We’re entering a new decade and the first month of 2020 is already over, so what are the climate challenges we’re facing for the new century?
The COP25 conference at the end of 2019 saw little in the way of concrete outcomes. Though many reports about the event are depressing, they reflect the need for a renewed effort on the part of civil society, NGOs and businesses, who may be able to take action, where apparently many governments won’t. Recent reports by the Global Carbon Project show that emissions from fossil fuels and industry are expected to continue to rise in 2020, highlighting the urgent need for a transition to fairer, more ecologically-friendly power sources. Indeed, former US vice president Al Gore emphasized that we must continue to grow the renewables market share worldwide. Let’s take a look at why we need to make this energy transition so urgently, and how electrified transport will be a key part of it as we move into the 2020s.
Global climate change is arguably one of the most important political issues of our lifetime. CO2 is one of the major contributors to global climate change. It is emitted by both natural and human sources, but it’s the human contribution to CO2 emissions that is causing the devastating changes we are seeing worldwide: coral bleaching, species extinction, more erratic and extreme weather events, etc. CO2 is emitted when humans make cement, deforest trees, and burn fossil fuels, for example. Energy-usage - for transport, electricity, heating, industry, buildings, you name it - accounts for around 75% of global greenhouse emissions. This means that changing the way we produce energy could massively reduce our greenhouse emissions and curb climate change.
Energy Production: The Current Situation and the Alternatives
Continued Dependence on Fossil-Fuels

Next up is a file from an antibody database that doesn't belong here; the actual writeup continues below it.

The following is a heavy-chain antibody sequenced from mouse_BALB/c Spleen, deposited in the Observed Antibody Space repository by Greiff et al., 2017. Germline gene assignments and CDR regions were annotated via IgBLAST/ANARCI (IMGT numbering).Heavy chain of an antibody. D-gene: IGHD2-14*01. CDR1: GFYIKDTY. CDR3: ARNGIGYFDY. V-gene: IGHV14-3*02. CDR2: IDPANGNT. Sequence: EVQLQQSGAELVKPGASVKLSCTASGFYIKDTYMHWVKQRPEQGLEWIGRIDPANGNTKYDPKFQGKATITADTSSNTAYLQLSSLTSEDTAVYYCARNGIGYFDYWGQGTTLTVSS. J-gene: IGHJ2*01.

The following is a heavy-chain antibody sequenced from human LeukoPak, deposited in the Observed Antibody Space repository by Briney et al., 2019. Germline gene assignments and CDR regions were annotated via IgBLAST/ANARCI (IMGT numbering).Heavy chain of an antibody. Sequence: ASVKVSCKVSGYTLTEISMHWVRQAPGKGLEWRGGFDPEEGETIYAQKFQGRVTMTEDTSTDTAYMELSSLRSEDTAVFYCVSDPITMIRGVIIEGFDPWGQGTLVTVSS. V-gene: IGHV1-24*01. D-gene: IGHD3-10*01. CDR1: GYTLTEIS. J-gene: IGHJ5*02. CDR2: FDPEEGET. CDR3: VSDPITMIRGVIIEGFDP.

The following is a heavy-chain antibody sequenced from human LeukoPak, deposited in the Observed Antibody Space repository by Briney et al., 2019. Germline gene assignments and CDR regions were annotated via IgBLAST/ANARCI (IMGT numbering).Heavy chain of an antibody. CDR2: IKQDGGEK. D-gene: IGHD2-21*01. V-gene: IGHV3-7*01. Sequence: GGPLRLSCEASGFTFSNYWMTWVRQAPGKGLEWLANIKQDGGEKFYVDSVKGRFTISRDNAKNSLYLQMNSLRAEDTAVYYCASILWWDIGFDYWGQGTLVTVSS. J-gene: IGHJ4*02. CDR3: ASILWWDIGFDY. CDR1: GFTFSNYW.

Human energy dependence on CO2-emitting sources is currently still huge. From transportation to our domestic heat and electricity, we continue to rely massively on burning fossil fuels and other fossil-fuel related processes to live our everyday lives. In the US, for example, 80% of all energy is produced via fossil fuels. This dependence is only growing in quantity as developing countries’ economies grow, pushing up their energy demand as quality of life improves in these regions. There is a great need, then, for us to transition to more environmentally and socially just ways of producing energy. The good news is: this is already happening.
Alternative Energy Sources
When it comes to producing energy, there are two central alternatives to burning fossil fuels:
1) Renewable energies
Think wind turbines, solar panels, hydro-electric dams etc. Renewable energy is energy that is collected from renewable resources, which are naturally replenished on a human timescale, such as sunlight, wind, rain, tides, waves, and geothermal heat. Most take their power, as with all energy, directly or indirectly from the sun. Different types of renewable energy produce electricity in different ways. For instance, with wind turbines, the energy of the wind turns two or three propeller-like blades around a rotor, and the rotor spins a generator to create electricity. Solar panels, in contrast, convert the sun's rays into electricity by stimulating electrons in silicon cells using the photons of light from the sun. And so on.
2) Nuclear power plants
These are a type of power plant that use the process of nuclear fission in order to generate electricity. Nuclear fission is a nuclear reaction or a radioactive decay process where the nucleus of an atom splits into two or more smaller, lighter nuclei. They produce electricity by using nuclear reactors in combination with the Rankine cycle, where the heat generated by the reactor converts water into steam, which spins a turbine and then an electricity-producing generator.
Weighing up the options:
Nuclear plants are clean during operation, reliable and low cost, however radioactive waste and nuclear accidents pose serious health risks to people and the environment. The base materials for nuclear power plants are also still precious and difficult to reach.
Renewables are, therefore, the preferred option. All of the different techniques to obtain energy have an impact of some kind - wind turbines take a lot of energy to build, for example - but when smartly planned, they can produce massive amounts of energy reliably and sustainably. Indeed, renewable energies’ share in the global energy mix is now at around 30%, with a massive increase in consumption of wind, solar, and hydro-electric power since the 1960s.
The Transport Opportunity